Set your own standard of elite performance and rise to meet it each and every day, with each person you interact with. Give it your very best. Set the bar. Excel in your workplace whether anyone is around to witness what you do or not.
Do you personally have a standard of work that you demand of yourself? The very best employees do and they do it without being reminded of it by their boss. It’s as if their ethical work compass is set at north all the time, but the symbol, ‘N’ on their compass stands for, “Nothing less than the best”.
And here’s the interesting thing about being around such people; they tend to bring out the very best in others. So instead of lording over others you find that just being around them causes you yourself to raise your performance to another level you may not have been aware you could achieve.
The really great employees do this. They have an internal work ethic that can’t be taught but which they themselves learned from observation of others and making a conscious decision at some point to internalize. They treat others as they would wish to be treated themselves. They do their work without compromise and they do it consistently, not just every so often or when the spotlight is on them. Even when they are working independently and no one is around to pour on the accolades they go about their business with the same high personal expectations they have for themselves.
And on top of all the above, they can acknowledge their superior performance but do it in a way that is humble, sharing credit with others when that credit is due, and when they are solely responsible for something truly outstanding, they don’t necessarily draw attention to themselves, but point to the outcome, not themselves as the focus.
Now you may or may not feel some kind of jealousy around these folks, but their humbleness and consistency of performance at a high level will, if you admit it, have you admiring their work ethic and abilities. Small people will always wish others worked down to their level instead of demanding more of themselves and rising up to higher levels of personal performance. If we worked harder and smarter with more personal accountability, we too could be more than we are. Can we – could we – do better as we go about our daily jobs?
You know you’ll often find that even outside the workplace these same people have this internal compass for high personal expectations and working to do their best. So you’ll see some parents coming home mentally spent because they gave it their all in the workplace, but they find new-found energy to spend time with their kids playing outside, they invest their interest genuinely in finding out how their spouses day has been, and they contribute around the home with a sense of responsibility.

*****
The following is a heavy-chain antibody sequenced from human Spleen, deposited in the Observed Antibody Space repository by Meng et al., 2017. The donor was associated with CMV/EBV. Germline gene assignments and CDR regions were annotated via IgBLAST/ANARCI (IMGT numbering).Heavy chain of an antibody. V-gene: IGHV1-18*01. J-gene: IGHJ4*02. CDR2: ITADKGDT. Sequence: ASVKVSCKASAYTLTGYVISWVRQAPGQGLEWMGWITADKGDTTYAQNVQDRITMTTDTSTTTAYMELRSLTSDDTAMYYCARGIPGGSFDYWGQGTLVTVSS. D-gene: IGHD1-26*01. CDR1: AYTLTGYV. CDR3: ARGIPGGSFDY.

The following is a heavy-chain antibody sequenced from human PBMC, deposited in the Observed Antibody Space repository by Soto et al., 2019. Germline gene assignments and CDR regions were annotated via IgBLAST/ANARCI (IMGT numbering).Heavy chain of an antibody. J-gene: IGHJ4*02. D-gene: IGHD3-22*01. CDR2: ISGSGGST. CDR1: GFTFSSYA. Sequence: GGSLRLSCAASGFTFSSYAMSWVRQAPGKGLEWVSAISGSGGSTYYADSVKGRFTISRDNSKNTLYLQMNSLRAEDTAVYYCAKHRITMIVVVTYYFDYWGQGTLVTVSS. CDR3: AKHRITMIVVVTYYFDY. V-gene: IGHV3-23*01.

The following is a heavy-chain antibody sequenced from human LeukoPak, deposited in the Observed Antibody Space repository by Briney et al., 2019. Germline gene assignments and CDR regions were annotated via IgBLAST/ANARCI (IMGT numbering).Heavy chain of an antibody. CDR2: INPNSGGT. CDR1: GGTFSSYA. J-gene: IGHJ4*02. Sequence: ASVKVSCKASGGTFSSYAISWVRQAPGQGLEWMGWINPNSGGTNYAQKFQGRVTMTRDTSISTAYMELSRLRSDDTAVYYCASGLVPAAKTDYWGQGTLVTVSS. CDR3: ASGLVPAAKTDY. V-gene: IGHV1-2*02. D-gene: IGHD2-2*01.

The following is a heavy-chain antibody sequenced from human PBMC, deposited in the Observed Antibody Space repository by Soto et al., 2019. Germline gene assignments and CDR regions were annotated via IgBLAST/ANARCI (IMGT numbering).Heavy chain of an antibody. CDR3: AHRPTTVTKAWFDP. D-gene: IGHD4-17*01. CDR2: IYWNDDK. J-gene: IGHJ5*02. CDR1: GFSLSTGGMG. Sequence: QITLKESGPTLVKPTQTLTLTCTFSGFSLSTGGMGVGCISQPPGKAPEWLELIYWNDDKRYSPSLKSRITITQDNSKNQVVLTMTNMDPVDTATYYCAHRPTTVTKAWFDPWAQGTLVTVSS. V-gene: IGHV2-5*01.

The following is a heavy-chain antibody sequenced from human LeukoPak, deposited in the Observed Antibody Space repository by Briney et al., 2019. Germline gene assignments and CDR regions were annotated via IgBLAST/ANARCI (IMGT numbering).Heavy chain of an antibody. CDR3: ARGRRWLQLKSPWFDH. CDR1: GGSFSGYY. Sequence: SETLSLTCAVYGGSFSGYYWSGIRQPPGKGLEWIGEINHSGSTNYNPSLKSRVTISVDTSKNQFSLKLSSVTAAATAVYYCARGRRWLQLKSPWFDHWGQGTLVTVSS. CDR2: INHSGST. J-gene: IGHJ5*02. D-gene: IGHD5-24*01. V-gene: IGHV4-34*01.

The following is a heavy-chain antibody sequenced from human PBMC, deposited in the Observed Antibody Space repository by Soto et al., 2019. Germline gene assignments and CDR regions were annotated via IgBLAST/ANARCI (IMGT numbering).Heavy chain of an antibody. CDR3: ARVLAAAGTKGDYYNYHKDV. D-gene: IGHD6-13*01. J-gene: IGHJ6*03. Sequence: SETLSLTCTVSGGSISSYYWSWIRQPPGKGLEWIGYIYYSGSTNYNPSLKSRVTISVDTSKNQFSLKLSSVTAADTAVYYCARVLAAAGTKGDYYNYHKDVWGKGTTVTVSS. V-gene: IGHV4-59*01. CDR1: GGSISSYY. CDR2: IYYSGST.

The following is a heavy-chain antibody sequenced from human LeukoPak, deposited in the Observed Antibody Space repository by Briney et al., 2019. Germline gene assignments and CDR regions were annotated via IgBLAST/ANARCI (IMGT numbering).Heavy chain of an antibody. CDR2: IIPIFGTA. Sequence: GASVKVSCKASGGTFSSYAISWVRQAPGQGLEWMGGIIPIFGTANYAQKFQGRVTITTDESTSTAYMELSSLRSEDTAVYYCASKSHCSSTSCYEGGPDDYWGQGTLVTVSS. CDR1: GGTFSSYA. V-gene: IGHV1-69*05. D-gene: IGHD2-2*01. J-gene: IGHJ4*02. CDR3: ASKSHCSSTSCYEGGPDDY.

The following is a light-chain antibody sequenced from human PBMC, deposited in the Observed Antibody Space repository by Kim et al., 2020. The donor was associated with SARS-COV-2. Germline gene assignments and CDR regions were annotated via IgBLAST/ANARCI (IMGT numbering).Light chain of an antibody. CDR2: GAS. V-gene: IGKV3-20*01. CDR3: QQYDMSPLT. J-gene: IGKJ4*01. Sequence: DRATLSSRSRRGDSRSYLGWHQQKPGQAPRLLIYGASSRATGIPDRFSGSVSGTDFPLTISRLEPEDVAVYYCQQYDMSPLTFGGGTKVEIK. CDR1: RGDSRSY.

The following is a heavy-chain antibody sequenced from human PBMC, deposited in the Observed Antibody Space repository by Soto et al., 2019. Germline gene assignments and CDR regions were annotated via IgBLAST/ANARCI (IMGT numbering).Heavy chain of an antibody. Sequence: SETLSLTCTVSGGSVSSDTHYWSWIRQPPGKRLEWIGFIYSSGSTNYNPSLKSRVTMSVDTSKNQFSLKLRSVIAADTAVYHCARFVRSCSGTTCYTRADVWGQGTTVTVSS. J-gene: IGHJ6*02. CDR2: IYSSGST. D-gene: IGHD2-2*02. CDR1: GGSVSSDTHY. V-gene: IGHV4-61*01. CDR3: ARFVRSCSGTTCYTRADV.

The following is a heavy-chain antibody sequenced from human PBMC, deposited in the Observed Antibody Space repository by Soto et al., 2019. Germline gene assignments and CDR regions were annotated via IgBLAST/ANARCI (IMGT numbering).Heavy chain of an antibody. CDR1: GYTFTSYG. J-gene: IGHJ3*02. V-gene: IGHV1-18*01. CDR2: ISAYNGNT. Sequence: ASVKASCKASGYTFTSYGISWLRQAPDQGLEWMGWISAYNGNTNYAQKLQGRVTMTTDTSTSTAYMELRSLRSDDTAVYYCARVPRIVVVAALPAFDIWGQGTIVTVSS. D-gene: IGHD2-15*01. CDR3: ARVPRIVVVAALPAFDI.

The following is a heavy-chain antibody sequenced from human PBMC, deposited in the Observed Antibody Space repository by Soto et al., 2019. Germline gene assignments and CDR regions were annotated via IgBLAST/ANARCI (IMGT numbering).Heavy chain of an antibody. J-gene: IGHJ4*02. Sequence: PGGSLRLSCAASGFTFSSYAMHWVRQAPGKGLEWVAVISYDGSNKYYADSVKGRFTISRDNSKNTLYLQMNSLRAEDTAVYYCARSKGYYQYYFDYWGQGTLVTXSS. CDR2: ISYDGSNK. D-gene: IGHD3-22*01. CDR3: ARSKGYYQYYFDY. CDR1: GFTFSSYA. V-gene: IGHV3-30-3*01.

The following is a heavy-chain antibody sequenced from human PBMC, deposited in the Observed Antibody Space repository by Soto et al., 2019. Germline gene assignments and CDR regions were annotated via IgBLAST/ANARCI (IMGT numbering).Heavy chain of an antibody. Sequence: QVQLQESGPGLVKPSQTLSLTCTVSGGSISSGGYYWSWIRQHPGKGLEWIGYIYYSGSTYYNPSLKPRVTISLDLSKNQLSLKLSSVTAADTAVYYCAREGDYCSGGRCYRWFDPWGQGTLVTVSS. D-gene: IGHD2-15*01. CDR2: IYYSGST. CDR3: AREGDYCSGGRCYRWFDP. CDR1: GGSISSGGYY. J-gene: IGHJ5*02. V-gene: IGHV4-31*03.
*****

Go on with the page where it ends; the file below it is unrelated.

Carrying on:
Now do these people have times where they don’t achieve the results they’d like? Most certainly they do. Despite their best efforts, things don’t always turn out the way they’d hope. But the good ones, the one’s of which I speak find lessons in these moments. They make no excuses, step up to take the responsibility rather than blaming others, and take great pains to not repeat whatever they did previously that resulted in anything less than what they come to expect as the best result possible.
And yes these people do exist. If you are a sports enthusiast, you’ll likely recall a very few who in your opinion and in the minds of others who play that sport, stand out above the rest. Just this past week the world of North American hockey mourned the passing and celebrated the life of Mr. Jean Beliveau of the Montreal Canadiens. He epitomized class and excellence. Not only did the man have his name on the championship trophy 17 times, he did as much off the ice as he did on it. He turned down the Governor General position of Canada because he wanted to put his own family first after all those years they gave up so much for him and allowed him to play the game he loved.
But this article is about Mr. Beliveau. It’s about you; you and me. Are we the very best we can be on a consistent day-to-day basis? Do you even want to raise your level of personal expectations to the point where your personal accountability and the results you achieve are greater than they are today? Maybe you do and maybe you don’t.
When we say, “Well, at least I gave it my best shot”, is that the truth? What might we have done differently or better to achieve an overall result that would be more satisfying? Does every customer we deal with leave having got an exceptional experience from us that leaves them feeling satisfied and happy to return?
If you are up for it, take this challenge to raise your standard of performance this one day. Start with a single person, a co-worker, a client, a customer – anyone – just start. Push yourself in that single interaction to look them in the eye as you speak with them, give them your full attention and make their need your own. Leave them better for having spoke with you. When you’re done, repeat.
Demand your best of yourself.
Written By Kelly Mitchell